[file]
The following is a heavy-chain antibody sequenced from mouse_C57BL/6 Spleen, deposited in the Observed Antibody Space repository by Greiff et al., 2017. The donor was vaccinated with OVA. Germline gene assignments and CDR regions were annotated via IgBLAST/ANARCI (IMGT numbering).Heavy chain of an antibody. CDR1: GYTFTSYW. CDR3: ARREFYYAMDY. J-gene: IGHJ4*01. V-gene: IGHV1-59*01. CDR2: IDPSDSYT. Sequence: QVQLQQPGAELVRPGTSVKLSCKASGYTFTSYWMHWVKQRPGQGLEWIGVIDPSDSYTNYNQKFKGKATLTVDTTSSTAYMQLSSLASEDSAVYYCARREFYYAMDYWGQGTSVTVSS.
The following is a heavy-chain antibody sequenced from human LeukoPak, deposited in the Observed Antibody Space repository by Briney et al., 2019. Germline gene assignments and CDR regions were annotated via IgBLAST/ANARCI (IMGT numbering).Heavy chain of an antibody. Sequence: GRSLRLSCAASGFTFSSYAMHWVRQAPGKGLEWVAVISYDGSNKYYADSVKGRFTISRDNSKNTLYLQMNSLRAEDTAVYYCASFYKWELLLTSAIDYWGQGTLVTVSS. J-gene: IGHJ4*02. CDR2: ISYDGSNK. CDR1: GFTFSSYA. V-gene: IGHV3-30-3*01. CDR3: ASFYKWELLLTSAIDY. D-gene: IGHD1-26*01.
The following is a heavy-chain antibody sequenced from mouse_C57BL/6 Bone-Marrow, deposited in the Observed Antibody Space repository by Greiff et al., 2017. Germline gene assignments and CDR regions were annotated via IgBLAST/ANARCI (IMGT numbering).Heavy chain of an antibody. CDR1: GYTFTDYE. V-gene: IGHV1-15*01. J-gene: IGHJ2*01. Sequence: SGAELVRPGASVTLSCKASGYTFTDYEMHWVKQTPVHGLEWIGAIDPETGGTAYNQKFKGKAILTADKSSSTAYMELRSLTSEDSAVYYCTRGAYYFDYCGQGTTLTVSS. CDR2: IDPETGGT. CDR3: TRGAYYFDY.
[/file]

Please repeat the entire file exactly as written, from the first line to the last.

The following is a heavy-chain antibody sequenced from mouse_C57BL/6 Spleen, deposited in the Observed Antibody Space repository by Greiff et al., 2017. The donor was vaccinated with OVA. Germline gene assignments and CDR regions were annotated via IgBLAST/ANARCI (IMGT numbering).Heavy chain of an antibody. CDR1: GYTFTSYW. CDR3: ARREFYYAMDY. J-gene: IGHJ4*01. V-gene: IGHV1-59*01. CDR2: IDPSDSYT. Sequence: QVQLQQPGAELVRPGTSVKLSCKASGYTFTSYWMHWVKQRPGQGLEWIGVIDPSDSYTNYNQKFKGKATLTVDTTSSTAYMQLSSLASEDSAVYYCARREFYYAMDYWGQGTSVTVSS.
The following is a heavy-chain antibody sequenced from human LeukoPak, deposited in the Observed Antibody Space repository by Briney et al., 2019. Germline gene assignments and CDR regions were annotated via IgBLAST/ANARCI (IMGT numbering).Heavy chain of an antibody. Sequence: GRSLRLSCAASGFTFSSYAMHWVRQAPGKGLEWVAVISYDGSNKYYADSVKGRFTISRDNSKNTLYLQMNSLRAEDTAVYYCASFYKWELLLTSAIDYWGQGTLVTVSS. J-gene: IGHJ4*02. CDR2: ISYDGSNK. CDR1: GFTFSSYA. V-gene: IGHV3-30-3*01. CDR3: ASFYKWELLLTSAIDY. D-gene: IGHD1-26*01.
The following is a heavy-chain antibody sequenced from mouse_C57BL/6 Bone-Marrow, deposited in the Observed Antibody Space repository by Greiff et al., 2017. Germline gene assignments and CDR regions were annotated via IgBLAST/ANARCI (IMGT numbering).Heavy chain of an antibody. CDR1: GYTFTDYE. V-gene: IGHV1-15*01. J-gene: IGHJ2*01. Sequence: SGAELVRPGASVTLSCKASGYTFTDYEMHWVKQTPVHGLEWIGAIDPETGGTAYNQKFKGKAILTADKSSSTAYMELRSLTSEDSAVYYCTRGAYYFDYCGQGTTLTVSS. CDR2: IDPETGGT. CDR3: TRGAYYFDY.